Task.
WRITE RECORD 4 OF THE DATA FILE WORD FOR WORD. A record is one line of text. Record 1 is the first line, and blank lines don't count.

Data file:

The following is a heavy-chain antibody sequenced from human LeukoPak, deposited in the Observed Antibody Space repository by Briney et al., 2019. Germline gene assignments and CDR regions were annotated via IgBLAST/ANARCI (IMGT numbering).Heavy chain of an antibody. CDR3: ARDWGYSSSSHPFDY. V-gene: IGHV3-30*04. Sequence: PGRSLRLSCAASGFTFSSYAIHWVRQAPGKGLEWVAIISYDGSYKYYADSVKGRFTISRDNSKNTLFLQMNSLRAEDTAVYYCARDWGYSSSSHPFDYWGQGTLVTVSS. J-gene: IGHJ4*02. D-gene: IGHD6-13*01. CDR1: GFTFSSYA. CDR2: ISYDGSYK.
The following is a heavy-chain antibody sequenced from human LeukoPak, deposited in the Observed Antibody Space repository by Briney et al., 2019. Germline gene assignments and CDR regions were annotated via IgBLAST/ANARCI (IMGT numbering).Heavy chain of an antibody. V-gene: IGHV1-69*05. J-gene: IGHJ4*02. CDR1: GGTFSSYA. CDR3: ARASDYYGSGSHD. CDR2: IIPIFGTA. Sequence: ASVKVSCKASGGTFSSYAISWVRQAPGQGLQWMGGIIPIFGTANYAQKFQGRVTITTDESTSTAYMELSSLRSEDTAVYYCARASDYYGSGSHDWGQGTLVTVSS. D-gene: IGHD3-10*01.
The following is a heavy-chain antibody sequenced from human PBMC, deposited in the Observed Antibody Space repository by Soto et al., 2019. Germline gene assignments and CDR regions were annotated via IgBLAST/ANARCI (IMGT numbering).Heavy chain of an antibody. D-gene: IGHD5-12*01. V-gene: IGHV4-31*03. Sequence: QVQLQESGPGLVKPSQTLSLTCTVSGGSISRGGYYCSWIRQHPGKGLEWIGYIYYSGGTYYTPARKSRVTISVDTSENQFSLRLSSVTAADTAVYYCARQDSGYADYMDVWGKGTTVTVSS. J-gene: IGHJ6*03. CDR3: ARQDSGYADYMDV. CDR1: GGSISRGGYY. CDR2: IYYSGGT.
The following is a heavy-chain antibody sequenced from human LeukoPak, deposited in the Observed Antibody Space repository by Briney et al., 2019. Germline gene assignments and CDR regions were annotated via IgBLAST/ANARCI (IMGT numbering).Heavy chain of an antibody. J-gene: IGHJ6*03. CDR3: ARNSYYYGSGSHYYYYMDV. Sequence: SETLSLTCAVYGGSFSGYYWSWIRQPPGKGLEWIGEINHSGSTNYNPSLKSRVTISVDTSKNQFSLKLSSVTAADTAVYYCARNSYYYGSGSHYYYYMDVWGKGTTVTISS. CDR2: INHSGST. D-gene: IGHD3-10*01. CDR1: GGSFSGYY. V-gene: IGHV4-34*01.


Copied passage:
The following is a heavy-chain antibody sequenced from human LeukoPak, deposited in the Observed Antibody Space repository by Briney et al., 2019. Germline gene assignments and CDR regions were annotated via IgBLAST/ANARCI (IMGT numbering).Heavy chain of an antibody. J-gene: IGHJ6*03. CDR3: ARNSYYYGSGSHYYYYMDV. Sequence: SETLSLTCAVYGGSFSGYYWSWIRQPPGKGLEWIGEINHSGSTNYNPSLKSRVTISVDTSKNQFSLKLSSVTAADTAVYYCARNSYYYGSGSHYYYYMDVWGKGTTVTISS. CDR2: INHSGST. D-gene: IGHD3-10*01. CDR1: GGSFSGYY. V-gene: IGHV4-34*01.